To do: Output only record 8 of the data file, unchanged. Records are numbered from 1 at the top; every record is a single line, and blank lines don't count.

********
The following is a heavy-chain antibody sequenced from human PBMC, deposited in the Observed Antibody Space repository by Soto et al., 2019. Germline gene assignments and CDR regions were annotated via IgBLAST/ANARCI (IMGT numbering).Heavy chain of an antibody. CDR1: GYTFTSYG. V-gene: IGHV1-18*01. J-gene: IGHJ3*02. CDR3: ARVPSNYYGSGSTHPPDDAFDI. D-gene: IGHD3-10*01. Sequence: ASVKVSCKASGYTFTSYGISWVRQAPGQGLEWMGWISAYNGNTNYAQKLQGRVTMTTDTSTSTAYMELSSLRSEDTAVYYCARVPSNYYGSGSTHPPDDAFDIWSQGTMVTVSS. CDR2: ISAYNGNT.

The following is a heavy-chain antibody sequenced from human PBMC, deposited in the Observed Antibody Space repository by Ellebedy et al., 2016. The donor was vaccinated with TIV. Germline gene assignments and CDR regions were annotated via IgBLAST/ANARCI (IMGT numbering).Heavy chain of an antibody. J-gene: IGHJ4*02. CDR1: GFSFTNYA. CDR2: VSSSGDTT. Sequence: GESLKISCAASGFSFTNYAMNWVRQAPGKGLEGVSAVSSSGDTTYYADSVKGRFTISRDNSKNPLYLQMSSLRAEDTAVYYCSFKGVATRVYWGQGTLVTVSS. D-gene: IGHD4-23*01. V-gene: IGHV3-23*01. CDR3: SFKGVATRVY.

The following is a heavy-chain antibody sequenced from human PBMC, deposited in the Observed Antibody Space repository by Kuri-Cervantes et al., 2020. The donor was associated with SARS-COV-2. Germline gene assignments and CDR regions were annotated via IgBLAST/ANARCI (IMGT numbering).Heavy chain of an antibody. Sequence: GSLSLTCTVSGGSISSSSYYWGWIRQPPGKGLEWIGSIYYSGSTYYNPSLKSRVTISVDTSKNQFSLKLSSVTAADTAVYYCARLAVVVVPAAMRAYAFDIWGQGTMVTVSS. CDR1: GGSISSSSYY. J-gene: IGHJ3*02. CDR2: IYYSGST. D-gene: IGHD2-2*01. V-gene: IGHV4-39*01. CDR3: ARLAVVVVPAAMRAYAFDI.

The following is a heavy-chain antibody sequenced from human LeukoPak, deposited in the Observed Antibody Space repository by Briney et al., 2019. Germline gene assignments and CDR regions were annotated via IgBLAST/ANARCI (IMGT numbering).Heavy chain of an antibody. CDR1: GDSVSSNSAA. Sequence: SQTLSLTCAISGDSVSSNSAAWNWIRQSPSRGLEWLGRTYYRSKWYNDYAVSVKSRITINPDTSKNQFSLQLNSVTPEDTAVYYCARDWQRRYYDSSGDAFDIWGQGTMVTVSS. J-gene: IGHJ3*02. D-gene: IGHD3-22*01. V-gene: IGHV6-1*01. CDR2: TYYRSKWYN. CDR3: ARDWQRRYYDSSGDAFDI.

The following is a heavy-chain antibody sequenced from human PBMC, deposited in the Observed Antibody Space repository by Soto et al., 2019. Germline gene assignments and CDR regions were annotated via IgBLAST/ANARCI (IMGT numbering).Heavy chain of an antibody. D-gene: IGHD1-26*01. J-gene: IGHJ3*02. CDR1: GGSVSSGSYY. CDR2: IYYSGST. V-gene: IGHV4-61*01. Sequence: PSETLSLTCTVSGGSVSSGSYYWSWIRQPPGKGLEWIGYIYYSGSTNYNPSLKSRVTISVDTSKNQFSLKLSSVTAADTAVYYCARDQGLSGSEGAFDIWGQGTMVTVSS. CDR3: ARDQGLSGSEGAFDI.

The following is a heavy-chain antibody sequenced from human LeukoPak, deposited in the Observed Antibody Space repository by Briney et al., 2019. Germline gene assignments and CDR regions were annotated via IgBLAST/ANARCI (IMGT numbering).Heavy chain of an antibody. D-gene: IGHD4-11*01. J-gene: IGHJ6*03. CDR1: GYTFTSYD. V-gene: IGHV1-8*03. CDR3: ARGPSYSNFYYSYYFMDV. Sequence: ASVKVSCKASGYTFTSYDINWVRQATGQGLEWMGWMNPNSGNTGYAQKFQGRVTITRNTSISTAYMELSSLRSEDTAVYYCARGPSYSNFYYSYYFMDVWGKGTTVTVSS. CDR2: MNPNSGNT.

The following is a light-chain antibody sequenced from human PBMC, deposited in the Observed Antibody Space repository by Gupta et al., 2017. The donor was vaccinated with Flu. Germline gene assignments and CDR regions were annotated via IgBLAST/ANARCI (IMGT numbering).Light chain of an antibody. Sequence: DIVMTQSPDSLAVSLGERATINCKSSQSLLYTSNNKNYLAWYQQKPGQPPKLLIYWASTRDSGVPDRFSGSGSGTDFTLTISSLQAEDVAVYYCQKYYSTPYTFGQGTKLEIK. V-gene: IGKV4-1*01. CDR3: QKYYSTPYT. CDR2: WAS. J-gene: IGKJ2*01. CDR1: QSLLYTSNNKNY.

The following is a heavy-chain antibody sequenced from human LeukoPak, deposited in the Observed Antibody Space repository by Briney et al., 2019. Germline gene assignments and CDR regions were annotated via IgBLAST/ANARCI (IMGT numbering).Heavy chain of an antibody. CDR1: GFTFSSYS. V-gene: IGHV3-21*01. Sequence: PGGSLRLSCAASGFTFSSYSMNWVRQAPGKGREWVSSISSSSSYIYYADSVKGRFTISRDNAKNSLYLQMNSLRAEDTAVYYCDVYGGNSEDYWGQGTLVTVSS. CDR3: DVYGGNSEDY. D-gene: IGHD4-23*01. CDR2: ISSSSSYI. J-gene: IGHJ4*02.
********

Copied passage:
The following is a heavy-chain antibody sequenced from human LeukoPak, deposited in the Observed Antibody Space repository by Briney et al., 2019. Germline gene assignments and CDR regions were annotated via IgBLAST/ANARCI (IMGT numbering).Heavy chain of an antibody. CDR1: GFTFSSYS. V-gene: IGHV3-21*01. Sequence: PGGSLRLSCAASGFTFSSYSMNWVRQAPGKGREWVSSISSSSSYIYYADSVKGRFTISRDNAKNSLYLQMNSLRAEDTAVYYCDVYGGNSEDYWGQGTLVTVSS. CDR3: DVYGGNSEDY. D-gene: IGHD4-23*01. CDR2: ISSSSSYI. J-gene: IGHJ4*02.